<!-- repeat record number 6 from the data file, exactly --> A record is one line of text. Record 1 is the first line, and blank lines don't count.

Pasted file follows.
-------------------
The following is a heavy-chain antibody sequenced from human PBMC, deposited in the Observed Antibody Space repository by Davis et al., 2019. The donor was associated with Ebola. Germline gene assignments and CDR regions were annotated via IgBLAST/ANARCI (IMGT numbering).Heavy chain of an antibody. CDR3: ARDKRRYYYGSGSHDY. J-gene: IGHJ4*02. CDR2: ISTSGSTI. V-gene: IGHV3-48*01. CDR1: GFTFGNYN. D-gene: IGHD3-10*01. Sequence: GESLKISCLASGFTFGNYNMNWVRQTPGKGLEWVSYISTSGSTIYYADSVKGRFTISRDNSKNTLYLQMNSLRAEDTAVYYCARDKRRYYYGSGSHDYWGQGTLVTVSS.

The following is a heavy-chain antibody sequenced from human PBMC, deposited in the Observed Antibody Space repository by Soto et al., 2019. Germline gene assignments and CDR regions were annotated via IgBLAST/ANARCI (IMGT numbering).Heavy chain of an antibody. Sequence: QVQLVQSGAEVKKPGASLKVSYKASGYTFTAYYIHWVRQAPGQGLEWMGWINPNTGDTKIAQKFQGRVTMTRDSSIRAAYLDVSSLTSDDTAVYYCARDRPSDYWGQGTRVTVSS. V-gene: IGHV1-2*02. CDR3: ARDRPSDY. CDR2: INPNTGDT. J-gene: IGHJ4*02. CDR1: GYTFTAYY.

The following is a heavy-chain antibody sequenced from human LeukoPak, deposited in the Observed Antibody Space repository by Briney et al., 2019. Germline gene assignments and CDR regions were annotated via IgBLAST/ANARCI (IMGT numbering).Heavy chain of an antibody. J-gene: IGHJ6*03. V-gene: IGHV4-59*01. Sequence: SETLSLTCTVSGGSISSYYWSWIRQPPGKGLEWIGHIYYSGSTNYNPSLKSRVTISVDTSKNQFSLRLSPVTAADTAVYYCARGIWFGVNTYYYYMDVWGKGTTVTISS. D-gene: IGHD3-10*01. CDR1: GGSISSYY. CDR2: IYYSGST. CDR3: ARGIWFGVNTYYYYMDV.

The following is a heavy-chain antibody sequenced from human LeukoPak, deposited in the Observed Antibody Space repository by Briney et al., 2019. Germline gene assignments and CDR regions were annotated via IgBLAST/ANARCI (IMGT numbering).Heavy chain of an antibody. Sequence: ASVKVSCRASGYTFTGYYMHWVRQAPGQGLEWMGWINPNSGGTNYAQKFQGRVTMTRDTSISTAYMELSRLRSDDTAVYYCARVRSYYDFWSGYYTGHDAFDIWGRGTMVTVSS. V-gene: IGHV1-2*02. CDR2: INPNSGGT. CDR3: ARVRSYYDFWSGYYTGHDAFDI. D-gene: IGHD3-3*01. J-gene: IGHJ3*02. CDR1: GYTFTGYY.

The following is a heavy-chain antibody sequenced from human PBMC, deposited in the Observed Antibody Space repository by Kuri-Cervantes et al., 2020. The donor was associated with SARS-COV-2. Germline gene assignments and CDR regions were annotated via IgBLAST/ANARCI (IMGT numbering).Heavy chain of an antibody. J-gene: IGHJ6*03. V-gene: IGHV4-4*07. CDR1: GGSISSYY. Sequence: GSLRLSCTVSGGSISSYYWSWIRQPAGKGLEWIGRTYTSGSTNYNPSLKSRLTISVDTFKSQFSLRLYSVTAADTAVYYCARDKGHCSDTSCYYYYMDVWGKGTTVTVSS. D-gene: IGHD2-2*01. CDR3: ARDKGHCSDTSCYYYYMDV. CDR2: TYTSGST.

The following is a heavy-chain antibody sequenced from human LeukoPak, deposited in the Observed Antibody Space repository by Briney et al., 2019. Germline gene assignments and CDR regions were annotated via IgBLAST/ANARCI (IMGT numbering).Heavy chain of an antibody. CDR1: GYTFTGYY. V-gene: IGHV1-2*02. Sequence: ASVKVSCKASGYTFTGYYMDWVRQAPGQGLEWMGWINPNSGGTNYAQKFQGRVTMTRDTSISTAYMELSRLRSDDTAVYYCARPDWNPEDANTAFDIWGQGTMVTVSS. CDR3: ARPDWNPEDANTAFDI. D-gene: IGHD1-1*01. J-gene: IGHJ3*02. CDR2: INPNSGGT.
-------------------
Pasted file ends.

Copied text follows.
The following is a heavy-chain antibody sequenced from human LeukoPak, deposited in the Observed Antibody Space repository by Briney et al., 2019. Germline gene assignments and CDR regions were annotated via IgBLAST/ANARCI (IMGT numbering).Heavy chain of an antibody. CDR1: GYTFTGYY. V-gene: IGHV1-2*02. Sequence: ASVKVSCKASGYTFTGYYMDWVRQAPGQGLEWMGWINPNSGGTNYAQKFQGRVTMTRDTSISTAYMELSRLRSDDTAVYYCARPDWNPEDANTAFDIWGQGTMVTVSS. CDR3: ARPDWNPEDANTAFDI. D-gene: IGHD1-1*01. J-gene: IGHJ3*02. CDR2: INPNSGGT.